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|17 February, 2018

KPMG reduces the impact of tax errors for Saudi companies

KPMG has identified clear cases where VAT-registered businesses in the Saudi market could make a mistake in their VAT filing

Image used for illustrative purpose. A Saudi money changer displays Saudi Riyal banknotes at a currency exchange shop in Riyadh, Saudi Arabia September 29, 2016.

Image used for illustrative purpose. A Saudi money changer displays Saudi Riyal banknotes at a currency exchange shop in Riyadh, Saudi Arabia September 29, 2016.

REUTERS/Faisal Al Nasser
Saudi Arabia - KPMG, a leading accounting and consulting firm in the Kingdom, has identified clear cases where VAT-registered businesses in the Saudi market could make a mistake in their VAT filing due to lack of accuracy of invoices or clarity of records and the gaps in tax data. However, the impact of this type of error can be reduced by ensuring the tax and accounting controls and processes are set up to identify and correct mistakes.

Nicholas Soverall, head of VAT at KPMG in Saudi Arabia, said that high fines would encourage taxpayers to improve their accounting systems to manage value-added tax, noting that the businesses may also benefit from the need to transform their systems and processes for VAT.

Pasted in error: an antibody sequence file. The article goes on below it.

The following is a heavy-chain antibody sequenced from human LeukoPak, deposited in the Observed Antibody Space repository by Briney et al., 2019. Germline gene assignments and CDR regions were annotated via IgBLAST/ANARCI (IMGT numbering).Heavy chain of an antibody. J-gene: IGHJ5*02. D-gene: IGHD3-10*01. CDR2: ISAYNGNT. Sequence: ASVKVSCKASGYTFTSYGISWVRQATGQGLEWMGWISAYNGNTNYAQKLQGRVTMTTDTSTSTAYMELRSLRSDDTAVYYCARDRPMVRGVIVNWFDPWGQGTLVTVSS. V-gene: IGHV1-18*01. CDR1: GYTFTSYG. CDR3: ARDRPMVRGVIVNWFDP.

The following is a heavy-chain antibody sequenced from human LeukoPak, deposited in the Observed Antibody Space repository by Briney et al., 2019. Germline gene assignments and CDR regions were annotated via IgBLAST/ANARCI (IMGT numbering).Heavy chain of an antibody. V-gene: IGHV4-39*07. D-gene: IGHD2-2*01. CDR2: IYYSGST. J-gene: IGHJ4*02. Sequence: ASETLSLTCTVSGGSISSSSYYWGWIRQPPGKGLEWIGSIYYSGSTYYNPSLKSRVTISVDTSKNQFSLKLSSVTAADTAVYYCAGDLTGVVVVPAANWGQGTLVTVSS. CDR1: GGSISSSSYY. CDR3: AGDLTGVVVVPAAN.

This could lead to a gradual improvement in processes by targeting all aspects of the business. He saw this as a positive trend for companies.

In a series of three workshops organized by KPMG over the last week in Riyadh, Jeddah and Alkhobar, titled “VAT — A Clearer Perspective,” he stressed the importance of the taxpayer being transparent, enhancing the disclosure culture, and working hard to manage its tax risk — thereby enabling businesses and institutions to maintain profitability and future investment.

The workshops, which were attended by accountants and financial experts from several sectors, presented many views on value-added tax and the readiness of the tax administrators to meet the challenges of managing the new tax including processing the large volume of returns, responding to the numerous tax queries, and looking after the taxpayers’ accounts.

The head of VAT at KPMG in Saudi Arabia highlighted the key features of the application of value-added tax, using several practical examples to encourage taxpayers to analyze their transactions in sufficient detail to ensure that VAT is applied correctly and, where there is doubt, seek support and clarification.

Soverall complimented the efforts made by the General Authority of Zakat and Tax in the Kingdom to prepare taxpayers and consumers for the introduction of the tax. However, this was only the beginning and there was a long way to go before all the tax, accounting and systems issues that have arisen, can be resolved.

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